One: the time I lost my skirt in first grade. (It was a wrap-around that un-wrapped.) When I went to the office to check lost and found (in my tights and furry hooded jacket), I was relieved to find my skirt but mortified when the secretary called my mom and the two of them got church giggles while I stood there in my skivvies. I think I would have preferred a hug.


Two: the time I forgot to wear a bra to school in 7th grade. Not only was it a P.E. day, it also happened to be the day a nurse was in the locker room checking everyone for scoliosis. That makes it sound like I grew up in the 50s. Does this still happen or am I officially an old lady? Anyway. Total mortification, obviously, especially when so many of the girls I went to school with already looked like women (or, at least, they did to little ole me).


Honestly, even if I hadn't forgotten my bra that day, it still would have been hugely embarrassing. Because as far as I remember, I went bra shopping with my mom exactly ONCE (back-to-school shopping before 5th grade) so by the time I had to change in front of all the girls in my 7th grade class, I was seriously unprepared.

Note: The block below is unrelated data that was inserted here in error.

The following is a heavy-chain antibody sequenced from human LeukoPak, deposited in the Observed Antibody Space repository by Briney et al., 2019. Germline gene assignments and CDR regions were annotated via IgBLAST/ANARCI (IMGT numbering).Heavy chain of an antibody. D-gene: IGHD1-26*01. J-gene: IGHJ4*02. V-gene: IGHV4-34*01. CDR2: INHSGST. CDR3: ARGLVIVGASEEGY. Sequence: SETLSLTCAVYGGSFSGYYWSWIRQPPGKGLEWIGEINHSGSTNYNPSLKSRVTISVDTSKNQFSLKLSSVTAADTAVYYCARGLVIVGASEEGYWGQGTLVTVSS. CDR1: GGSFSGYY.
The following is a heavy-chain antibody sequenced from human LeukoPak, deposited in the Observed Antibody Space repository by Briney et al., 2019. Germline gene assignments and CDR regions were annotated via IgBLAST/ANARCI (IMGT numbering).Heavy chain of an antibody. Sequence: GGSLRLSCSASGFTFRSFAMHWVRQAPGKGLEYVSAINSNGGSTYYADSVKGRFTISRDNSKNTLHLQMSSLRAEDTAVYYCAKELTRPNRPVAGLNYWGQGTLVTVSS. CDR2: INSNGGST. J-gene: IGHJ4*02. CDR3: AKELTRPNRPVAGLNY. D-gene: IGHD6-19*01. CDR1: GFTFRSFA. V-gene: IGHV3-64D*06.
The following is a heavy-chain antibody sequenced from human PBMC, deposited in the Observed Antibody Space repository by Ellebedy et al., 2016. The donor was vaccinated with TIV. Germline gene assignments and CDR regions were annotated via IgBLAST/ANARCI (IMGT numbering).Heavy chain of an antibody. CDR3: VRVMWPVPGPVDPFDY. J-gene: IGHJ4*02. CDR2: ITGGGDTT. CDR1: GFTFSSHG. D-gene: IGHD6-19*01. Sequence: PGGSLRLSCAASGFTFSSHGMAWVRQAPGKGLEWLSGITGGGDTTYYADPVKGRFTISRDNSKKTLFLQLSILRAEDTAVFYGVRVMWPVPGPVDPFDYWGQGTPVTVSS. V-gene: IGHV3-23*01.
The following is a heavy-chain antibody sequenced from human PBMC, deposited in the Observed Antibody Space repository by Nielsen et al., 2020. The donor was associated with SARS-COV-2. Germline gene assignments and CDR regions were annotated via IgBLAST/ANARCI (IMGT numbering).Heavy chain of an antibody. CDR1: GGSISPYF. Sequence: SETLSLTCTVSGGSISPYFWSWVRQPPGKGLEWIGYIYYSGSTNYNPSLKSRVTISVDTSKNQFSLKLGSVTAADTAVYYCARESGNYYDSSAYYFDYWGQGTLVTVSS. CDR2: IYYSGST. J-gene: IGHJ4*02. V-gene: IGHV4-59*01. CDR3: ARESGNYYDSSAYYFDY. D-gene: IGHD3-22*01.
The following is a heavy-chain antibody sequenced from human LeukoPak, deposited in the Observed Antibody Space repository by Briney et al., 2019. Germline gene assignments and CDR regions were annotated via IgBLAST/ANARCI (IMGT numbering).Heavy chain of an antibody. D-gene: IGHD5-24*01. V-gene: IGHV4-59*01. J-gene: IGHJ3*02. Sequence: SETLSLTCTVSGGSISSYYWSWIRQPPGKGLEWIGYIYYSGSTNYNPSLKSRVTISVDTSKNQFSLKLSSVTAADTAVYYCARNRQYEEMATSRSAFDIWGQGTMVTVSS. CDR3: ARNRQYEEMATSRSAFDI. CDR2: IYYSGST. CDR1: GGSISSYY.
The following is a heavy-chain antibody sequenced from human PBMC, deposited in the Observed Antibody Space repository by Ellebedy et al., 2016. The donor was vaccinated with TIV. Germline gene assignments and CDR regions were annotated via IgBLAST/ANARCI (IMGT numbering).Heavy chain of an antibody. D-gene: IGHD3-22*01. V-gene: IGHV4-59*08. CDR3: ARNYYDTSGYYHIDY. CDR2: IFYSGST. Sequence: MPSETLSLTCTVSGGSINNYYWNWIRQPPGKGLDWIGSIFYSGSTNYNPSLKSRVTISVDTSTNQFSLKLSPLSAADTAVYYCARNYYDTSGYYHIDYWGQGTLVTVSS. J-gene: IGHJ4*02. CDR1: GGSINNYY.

I was such an awkward kid, especially around things like growing up. I didn't want to ask my mom for a more appropriate bra. I didn't want to tell her when I started my period. I didn't want her to notice that I was no longer a child. I was perpetually embarrassed for a good chunk of my life.

I think that time has since been re-branded the tween years.

I would have loved for those years to have been appreciated for what they were - the great in-between. The time in my life when I was no longer a girl, yet not quite a woman (thanks, Brit). But instead I just felt uncomfortable. Like I didn't fit into either space. Not great for a young lady's confidence.

This is why I was so excited to read about Yellowberry this morning. Yellowberry is a company founded by seventeen year old Megan Grassell who, mortified by the overly sexualized bra selection her 13 year old sister was forced to choose from, decided to make a line of bras specifically designed for the in-between years.

The bras are cute, colorful, comfortable and designed to fit a growing girl's body. They are way more fun than the pathetic training bra I often forgot to wear as a tween, yet not an under-wire or padded cup in sight. These bras are not meant to add cup sizes (or years); they are meant to support a girl exactly where she is now.